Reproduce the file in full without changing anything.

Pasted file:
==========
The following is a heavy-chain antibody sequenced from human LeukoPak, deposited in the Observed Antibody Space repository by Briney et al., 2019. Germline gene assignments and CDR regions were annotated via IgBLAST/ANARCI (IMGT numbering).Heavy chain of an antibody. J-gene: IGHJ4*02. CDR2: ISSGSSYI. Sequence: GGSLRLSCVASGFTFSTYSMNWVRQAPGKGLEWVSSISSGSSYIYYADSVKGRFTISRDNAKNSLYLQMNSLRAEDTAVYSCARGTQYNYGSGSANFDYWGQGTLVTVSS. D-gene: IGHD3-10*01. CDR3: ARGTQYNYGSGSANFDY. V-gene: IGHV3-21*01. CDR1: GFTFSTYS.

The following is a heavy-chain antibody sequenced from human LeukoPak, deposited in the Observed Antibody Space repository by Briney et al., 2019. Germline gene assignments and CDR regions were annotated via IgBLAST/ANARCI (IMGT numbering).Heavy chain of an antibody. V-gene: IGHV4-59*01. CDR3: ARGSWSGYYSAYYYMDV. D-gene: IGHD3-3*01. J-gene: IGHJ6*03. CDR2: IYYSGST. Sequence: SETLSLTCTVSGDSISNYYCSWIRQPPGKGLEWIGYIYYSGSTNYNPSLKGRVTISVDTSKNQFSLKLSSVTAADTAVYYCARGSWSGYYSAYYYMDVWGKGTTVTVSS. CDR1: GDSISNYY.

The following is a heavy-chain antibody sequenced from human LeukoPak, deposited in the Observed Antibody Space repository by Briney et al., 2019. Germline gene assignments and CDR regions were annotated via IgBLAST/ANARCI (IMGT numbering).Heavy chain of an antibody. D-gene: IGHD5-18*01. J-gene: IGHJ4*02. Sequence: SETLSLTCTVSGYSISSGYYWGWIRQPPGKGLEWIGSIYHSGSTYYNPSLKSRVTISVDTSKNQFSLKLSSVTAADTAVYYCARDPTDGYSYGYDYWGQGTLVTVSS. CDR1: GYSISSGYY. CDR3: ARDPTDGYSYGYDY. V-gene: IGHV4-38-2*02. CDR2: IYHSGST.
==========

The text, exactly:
The following is a heavy-chain antibody sequenced from human LeukoPak, deposited in the Observed Antibody Space repository by Briney et al., 2019. Germline gene assignments and CDR regions were annotated via IgBLAST/ANARCI (IMGT numbering).Heavy chain of an antibody. J-gene: IGHJ4*02. CDR2: ISSGSSYI. Sequence: GGSLRLSCVASGFTFSTYSMNWVRQAPGKGLEWVSSISSGSSYIYYADSVKGRFTISRDNAKNSLYLQMNSLRAEDTAVYSCARGTQYNYGSGSANFDYWGQGTLVTVSS. D-gene: IGHD3-10*01. CDR3: ARGTQYNYGSGSANFDY. V-gene: IGHV3-21*01. CDR1: GFTFSTYS.

The following is a heavy-chain antibody sequenced from human LeukoPak, deposited in the Observed Antibody Space repository by Briney et al., 2019. Germline gene assignments and CDR regions were annotated via IgBLAST/ANARCI (IMGT numbering).Heavy chain of an antibody. V-gene: IGHV4-59*01. CDR3: ARGSWSGYYSAYYYMDV. D-gene: IGHD3-3*01. J-gene: IGHJ6*03. CDR2: IYYSGST. Sequence: SETLSLTCTVSGDSISNYYCSWIRQPPGKGLEWIGYIYYSGSTNYNPSLKGRVTISVDTSKNQFSLKLSSVTAADTAVYYCARGSWSGYYSAYYYMDVWGKGTTVTVSS. CDR1: GDSISNYY.

The following is a heavy-chain antibody sequenced from human LeukoPak, deposited in the Observed Antibody Space repository by Briney et al., 2019. Germline gene assignments and CDR regions were annotated via IgBLAST/ANARCI (IMGT numbering).Heavy chain of an antibody. D-gene: IGHD5-18*01. J-gene: IGHJ4*02. Sequence: SETLSLTCTVSGYSISSGYYWGWIRQPPGKGLEWIGSIYHSGSTYYNPSLKSRVTISVDTSKNQFSLKLSSVTAADTAVYYCARDPTDGYSYGYDYWGQGTLVTVSS. CDR1: GYSISSGYY. CDR3: ARDPTDGYSYGYDY. V-gene: IGHV4-38-2*02. CDR2: IYHSGST.